Investors punish funds for bad behavior
(MoneyWatch) It's a fact of investing life that investors tend to chase performance by moving into what has recently been hot. That's why for every single fund family, the returns investors have actually received over the past 10 years have lagged the performance of the funds themselves. (Investors don't actually put their money into the fund until after it has performed well, so they miss some, if not all, of the upside.) And according to a Morningstar analysis titled "It pays to mind the gap," the larger the lag, the more trouble the fund family has had gathering assets.
A little background
To see how investor return can lag the fund return, consider this fictional example. Let's say that in 2010, the Allan Roth Global Performance Chasing Fund (ARGPCF) had $100 million in assets and earned 20 percent. Because I was so good at marketing my fictional brilliance, I attracted another $900 million at the start of 2010. Unfortunately, my luck ran out on my billion dollar fund and I lost 15 percent in 2011 for my investors. The math reveals that the fund earned an annual 1.0 percent positive return while investors (as a whole) lost 6.9 percent annually over the two year period. So I attracted $1 billion in capital and lost $133 million, making the gap between my investor return and the fund return 7.9 percent.
In the graph below, Morningstar has plotted the 10 year gaps between fund family return and investor return against each family's ability to attract more investor capital. It turns out that fund families that minimized the gap in bad behavior (performance chasing) generally attracted more investor capital. Fund families that attracted bad behavior (larger gaps) declined.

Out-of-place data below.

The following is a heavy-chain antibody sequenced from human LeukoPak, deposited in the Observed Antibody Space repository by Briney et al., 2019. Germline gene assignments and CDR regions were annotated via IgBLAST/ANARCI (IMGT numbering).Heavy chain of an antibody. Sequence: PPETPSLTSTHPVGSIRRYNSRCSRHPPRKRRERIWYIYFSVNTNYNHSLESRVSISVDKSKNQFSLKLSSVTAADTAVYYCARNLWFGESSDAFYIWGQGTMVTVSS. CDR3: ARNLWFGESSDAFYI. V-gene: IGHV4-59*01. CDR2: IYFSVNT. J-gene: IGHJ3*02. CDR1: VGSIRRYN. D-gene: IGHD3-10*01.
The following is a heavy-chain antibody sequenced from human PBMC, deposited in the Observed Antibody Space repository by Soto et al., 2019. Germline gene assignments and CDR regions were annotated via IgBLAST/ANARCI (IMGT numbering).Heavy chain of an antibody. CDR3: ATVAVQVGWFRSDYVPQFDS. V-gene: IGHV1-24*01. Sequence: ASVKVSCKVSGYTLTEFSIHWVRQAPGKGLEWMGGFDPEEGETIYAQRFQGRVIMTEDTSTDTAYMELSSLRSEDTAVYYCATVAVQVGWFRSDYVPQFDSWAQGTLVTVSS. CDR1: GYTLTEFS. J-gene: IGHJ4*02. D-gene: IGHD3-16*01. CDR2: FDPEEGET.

The four families with the least bad behavior, Vanguard, JP Morgan, PIMCO and Blackrock all attracted new investor money at a pretty healthy clip. Three fund families had a behavior gap of roughly 3 percentage points or more -- DFA, Oppenheimer, and Dodge and Cox. All but DFA saw investors taking funds from those families.
Don Phillips, president of Morningstar's Investment Research division, notes in past studies that DFA has had very small gaps. The more recent numbers reflect the huge gaps in the company's emerging market funds as institutions and advisors poured money into these funds, which subsequently had weak performance. Phillips says the gap will narrow if emerging market stocks turn around.
The bottom line
Performance chasing has been known to be hazardous to your wealth. I've heard a fund manager or two say it isn't their fault if investors flock to their funds after great performance. It turns out, however, that the fund family may benefit by discouraging the performance chasing. Thus, closing a hot fund to new investors for a period of time is not only in the best interests of the investor, it is probably in the best interests of the fund family itself.
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